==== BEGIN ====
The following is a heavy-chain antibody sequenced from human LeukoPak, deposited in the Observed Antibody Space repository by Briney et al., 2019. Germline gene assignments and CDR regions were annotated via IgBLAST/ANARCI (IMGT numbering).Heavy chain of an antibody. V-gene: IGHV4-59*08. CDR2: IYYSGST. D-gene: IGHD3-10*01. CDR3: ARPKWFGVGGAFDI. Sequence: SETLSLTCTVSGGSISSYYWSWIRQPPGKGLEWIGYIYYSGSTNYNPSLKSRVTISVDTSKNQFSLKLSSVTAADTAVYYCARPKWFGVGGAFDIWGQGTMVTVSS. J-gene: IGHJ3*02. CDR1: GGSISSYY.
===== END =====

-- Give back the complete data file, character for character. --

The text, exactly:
The following is a heavy-chain antibody sequenced from human LeukoPak, deposited in the Observed Antibody Space repository by Briney et al., 2019. Germline gene assignments and CDR regions were annotated via IgBLAST/ANARCI (IMGT numbering).Heavy chain of an antibody. V-gene: IGHV4-59*08. CDR2: IYYSGST. D-gene: IGHD3-10*01. CDR3: ARPKWFGVGGAFDI. Sequence: SETLSLTCTVSGGSISSYYWSWIRQPPGKGLEWIGYIYYSGSTNYNPSLKSRVTISVDTSKNQFSLKLSSVTAADTAVYYCARPKWFGVGGAFDIWGQGTMVTVSS. J-gene: IGHJ3*02. CDR1: GGSISSYY.